Solaris g++ error with typedef and map

I am porting some c++ code from windows to Solaris. I have deduced my problems to basically my typedef statements. Below is a small sample that will not compile and I cannot figure out why:

Below is how I compile it and the output I get:

g++ ./Test1.cpp -o Test1
Test1.cpp: In function `int main()':
Test1.cpp:12: error: expected primary-expression before numeric constant
Test1.cpp:12: error: expected `;' before numeric constant

#include <iostream>
#include <string>
#include <vector>
#include <map>
 
using namespace std;
 
typedef map<int, int>	MyMap;
 
int main()
{
	MyMap FS;
 
	return 0;
}

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asmyattAsked:
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evilrixConnect With a Mentor Senior Software Engineer (Avast)Commented:
Does it still error if you change the name FS for something else (e.g. foo)?
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Brian UtterbackConnect With a Mentor Principle Software EngineerCommented:
The obvious thing is that the symbol FS is a defined macro somewhere in your include
files. It looks from the error messages that it is defined to something that evaluates
to a constant.
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asmyattAuthor Commented:
wow that was easy...I suppose FS is reserved? Thanks!
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evilrixSenior Software Engineer (Avast)Commented:
Indeed, hence my suggestion to try another name.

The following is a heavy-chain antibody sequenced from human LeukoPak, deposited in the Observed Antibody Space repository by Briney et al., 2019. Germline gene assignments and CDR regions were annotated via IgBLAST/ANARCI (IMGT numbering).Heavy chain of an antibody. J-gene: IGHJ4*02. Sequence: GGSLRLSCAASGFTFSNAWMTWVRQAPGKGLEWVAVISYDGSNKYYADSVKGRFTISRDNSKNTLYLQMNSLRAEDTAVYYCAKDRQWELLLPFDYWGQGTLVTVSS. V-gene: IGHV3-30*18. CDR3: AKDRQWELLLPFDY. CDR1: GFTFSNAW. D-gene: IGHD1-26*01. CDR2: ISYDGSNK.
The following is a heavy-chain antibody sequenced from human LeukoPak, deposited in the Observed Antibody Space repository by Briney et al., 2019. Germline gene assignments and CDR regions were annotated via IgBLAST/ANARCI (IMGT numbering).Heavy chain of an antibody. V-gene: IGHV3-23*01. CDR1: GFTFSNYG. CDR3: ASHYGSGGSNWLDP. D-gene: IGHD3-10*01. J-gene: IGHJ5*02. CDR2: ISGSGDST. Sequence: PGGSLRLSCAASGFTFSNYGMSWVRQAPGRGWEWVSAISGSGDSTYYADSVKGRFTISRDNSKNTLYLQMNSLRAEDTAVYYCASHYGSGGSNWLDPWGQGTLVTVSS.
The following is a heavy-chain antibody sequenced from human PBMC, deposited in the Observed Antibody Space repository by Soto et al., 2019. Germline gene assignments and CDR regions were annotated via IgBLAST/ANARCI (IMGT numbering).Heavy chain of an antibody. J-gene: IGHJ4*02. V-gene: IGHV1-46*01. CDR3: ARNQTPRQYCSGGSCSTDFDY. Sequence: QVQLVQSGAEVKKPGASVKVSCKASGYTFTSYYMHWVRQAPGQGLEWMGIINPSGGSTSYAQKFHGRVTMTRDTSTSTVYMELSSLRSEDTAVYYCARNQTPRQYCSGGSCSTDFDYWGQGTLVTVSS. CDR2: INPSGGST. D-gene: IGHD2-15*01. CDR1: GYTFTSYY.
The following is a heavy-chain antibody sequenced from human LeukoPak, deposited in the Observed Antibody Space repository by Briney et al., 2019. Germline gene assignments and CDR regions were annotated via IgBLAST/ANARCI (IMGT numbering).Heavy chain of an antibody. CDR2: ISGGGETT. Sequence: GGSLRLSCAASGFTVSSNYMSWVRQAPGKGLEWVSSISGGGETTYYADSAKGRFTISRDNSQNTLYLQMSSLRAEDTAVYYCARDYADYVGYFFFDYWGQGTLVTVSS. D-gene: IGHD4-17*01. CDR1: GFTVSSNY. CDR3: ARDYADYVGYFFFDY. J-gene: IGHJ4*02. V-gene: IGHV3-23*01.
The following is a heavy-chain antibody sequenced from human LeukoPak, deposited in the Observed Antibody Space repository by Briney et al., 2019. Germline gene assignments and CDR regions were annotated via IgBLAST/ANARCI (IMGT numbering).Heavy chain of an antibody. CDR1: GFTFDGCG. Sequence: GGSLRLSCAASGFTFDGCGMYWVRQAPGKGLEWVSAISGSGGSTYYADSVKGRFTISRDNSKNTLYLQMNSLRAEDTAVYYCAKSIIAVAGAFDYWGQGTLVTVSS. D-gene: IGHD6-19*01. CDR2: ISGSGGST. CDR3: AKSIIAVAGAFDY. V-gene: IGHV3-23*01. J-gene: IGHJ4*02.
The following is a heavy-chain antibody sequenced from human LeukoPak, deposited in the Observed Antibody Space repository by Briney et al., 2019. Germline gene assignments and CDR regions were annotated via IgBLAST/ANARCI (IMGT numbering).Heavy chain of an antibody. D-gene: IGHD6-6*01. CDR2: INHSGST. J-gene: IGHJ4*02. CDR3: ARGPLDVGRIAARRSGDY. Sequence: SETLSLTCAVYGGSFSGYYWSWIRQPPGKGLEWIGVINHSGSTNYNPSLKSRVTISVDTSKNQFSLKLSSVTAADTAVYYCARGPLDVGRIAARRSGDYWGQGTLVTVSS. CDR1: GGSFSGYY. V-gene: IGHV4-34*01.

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Brian UtterbackPrinciple Software EngineerCommented:
Reserved is a rather difficult concept. The namespace for macros is a little loose. In general, macro writers should
try to avoid using any more names than necessary to avoid conflicts. But using anything that is defined in your include files in a way other than the way intended in the files is asking for trouble. Alas, figuring out what
is defined is the tough part. Usually you just have to forge ahead and be aware of the problem. Then if something
weird happens, (as it did for you) see if the errors look like something was redefined .
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Infinity08Commented:
It would not have occurred if the variable name didn't consist of all capital characters.

It's good practice to have your variable names start with a lower case character, like :

        int anInteger;
        float value;
        map<int, int> fs;
        long someOtherVariable;
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